The Community Liveability Guide has been developed by Queensland University of Technology (QUT) in partnership with the Qld Department of Communities, Council of the Ageing Queensland (COTAQ) and Gold Coast City Council and is available on http://www.cotaq.org.au/index.php
QUT School of Design Professor Laurie Buys said the guide enabled planners to better understand how their design decisions could help older people remain engaged and mobile within their communities.
She said the guide was developed after research was conducted with four groups of older people in inner city and suburban Brisbane and in Toowoomba and Roma.
“We found there are a lot of factors that older people take into account when deciding how confident they feel about both walking around their neighbourhood and catching public transport as opposed to driving,” Professor Buys said.
“We found that older people generally depend on their cars and while some of this can be put down to habit and preference, factors such as footpath maintenance, shared pedestrian/bikeways and public transport routes are also significant.”
Professor Buys said it had long been recognised that walking was important to the health and wellbeing of older people and research was important because it put the mobility needs of older people into a factual context that could help urban planners in their decision making.
She said while there were common factors preventing older people in each of the study groups from getting out and about on foot or on public transport, including a lack of shade and public seating and limited lighting at night, there were some differences too.
“In Brisbane, both inner city and suburban groups feel that because public transport generally runs into the city rather than across it, it’s of little use to them when they need to go across town.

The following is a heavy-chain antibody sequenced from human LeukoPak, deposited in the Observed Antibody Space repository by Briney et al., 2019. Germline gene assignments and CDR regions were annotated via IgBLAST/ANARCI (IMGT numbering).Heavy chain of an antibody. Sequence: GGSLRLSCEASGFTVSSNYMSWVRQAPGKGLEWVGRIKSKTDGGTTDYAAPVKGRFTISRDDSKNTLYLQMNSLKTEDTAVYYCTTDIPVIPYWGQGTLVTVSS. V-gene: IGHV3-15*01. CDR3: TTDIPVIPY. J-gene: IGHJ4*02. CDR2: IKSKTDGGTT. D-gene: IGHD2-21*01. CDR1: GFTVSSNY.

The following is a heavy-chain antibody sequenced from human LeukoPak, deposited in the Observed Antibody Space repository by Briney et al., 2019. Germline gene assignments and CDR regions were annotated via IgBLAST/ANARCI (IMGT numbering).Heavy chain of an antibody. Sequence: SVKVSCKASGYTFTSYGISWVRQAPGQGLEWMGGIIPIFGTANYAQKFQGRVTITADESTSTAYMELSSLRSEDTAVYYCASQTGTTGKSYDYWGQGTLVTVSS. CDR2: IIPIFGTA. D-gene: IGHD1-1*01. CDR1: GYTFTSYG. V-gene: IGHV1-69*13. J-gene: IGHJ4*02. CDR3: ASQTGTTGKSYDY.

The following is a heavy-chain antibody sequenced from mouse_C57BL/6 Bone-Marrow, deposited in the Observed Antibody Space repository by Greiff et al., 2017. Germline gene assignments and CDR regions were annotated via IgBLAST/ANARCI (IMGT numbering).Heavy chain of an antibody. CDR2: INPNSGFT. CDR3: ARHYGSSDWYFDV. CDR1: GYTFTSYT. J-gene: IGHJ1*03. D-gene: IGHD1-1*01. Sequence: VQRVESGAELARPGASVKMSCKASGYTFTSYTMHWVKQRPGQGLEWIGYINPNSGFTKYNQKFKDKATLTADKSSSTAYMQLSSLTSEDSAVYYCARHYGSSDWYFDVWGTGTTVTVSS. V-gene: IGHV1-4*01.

“We found their community was broader than just their immediate neighbourhood and if they have to catch two or more buses to get to their destination, they’re far more likely to drive.
“The Brisbane City Council has a comprehensive senior strategy that addresses a range of issues including pedestrian mobility and transport.
“BCC has introduced specific strategies such as kneeling buses which make it easier for older people to enter and exit as there’s no stair to negotiate. This is a real positive, however, bus drivers need to ensure they park close enough to the kerb to enable easy entry and exit from the vehicle.”
She said key factors that planners for the inner city could take into account included shared pedestrian/cyclist pathways, poorly maintained footpaths, and dangerous pedestrian crossings.
“Factors to consider in suburban Brisbane include offering suburb to suburb public transport routes which avoid the city centre, with consideration into the placement of stops recognising the difficulty for older adults to walk up and down steep hills.”
Professor Buys said older people in Toowoomba found a lack of availability of public transport services to be a key concern. Local buses were the only form of public transport available with the participants highlighting issues with timetabling and distances to bus stops making driving more appealing.
“In Roma one of the main concerns was the participants’ sense of safety when walking due to local dogs being perceived as dangerous,” she said
“They also said the only mode of public transportation was a limited taxi service with long wait times making it difficult for them to access their communities without driving.”
The research involved 48 older residents who kept daily travel diaries, were tracked using GPS and GIS technology over the seven-day research period and participated in follow-up in-depth interviews.
Professor Buys said Australia’s ageing population meant the needs of older people would be best dealt with sooner rather than later.
Professor Buys said the research was an Australian Research Council (ARC) Linkage Project, The neglected dimension of community liveability: Impact on social connectedness and active ageing.
Media contact: Rose Trapnell, QUT media team leader, 07 3138 2361 or 0407 585 901 email@example.com